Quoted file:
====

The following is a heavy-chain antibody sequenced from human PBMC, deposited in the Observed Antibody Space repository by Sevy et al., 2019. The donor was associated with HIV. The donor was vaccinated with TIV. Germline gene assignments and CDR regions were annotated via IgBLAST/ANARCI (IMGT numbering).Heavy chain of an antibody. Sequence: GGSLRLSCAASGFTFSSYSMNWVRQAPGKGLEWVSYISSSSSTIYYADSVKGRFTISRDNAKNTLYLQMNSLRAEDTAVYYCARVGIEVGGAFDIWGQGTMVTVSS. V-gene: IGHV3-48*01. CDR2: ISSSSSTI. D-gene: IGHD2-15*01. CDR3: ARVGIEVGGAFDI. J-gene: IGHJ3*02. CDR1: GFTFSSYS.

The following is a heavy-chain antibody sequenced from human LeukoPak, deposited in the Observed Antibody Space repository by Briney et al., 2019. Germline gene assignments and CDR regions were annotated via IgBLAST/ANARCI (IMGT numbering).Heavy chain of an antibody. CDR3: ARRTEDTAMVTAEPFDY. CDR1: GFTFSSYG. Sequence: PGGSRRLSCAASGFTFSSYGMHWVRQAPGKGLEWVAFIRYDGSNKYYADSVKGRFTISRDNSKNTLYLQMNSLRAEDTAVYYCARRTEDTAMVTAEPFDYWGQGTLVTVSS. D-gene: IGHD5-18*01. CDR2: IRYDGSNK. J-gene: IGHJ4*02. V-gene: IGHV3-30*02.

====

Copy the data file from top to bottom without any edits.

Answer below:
The following is a heavy-chain antibody sequenced from human PBMC, deposited in the Observed Antibody Space repository by Sevy et al., 2019. The donor was associated with HIV. The donor was vaccinated with TIV. Germline gene assignments and CDR regions were annotated via IgBLAST/ANARCI (IMGT numbering).Heavy chain of an antibody. Sequence: GGSLRLSCAASGFTFSSYSMNWVRQAPGKGLEWVSYISSSSSTIYYADSVKGRFTISRDNAKNTLYLQMNSLRAEDTAVYYCARVGIEVGGAFDIWGQGTMVTVSS. V-gene: IGHV3-48*01. CDR2: ISSSSSTI. D-gene: IGHD2-15*01. CDR3: ARVGIEVGGAFDI. J-gene: IGHJ3*02. CDR1: GFTFSSYS.

The following is a heavy-chain antibody sequenced from human LeukoPak, deposited in the Observed Antibody Space repository by Briney et al., 2019. Germline gene assignments and CDR regions were annotated via IgBLAST/ANARCI (IMGT numbering).Heavy chain of an antibody. CDR3: ARRTEDTAMVTAEPFDY. CDR1: GFTFSSYG. Sequence: PGGSRRLSCAASGFTFSSYGMHWVRQAPGKGLEWVAFIRYDGSNKYYADSVKGRFTISRDNSKNTLYLQMNSLRAEDTAVYYCARRTEDTAMVTAEPFDYWGQGTLVTVSS. D-gene: IGHD5-18*01. CDR2: IRYDGSNK. J-gene: IGHJ4*02. V-gene: IGHV3-30*02.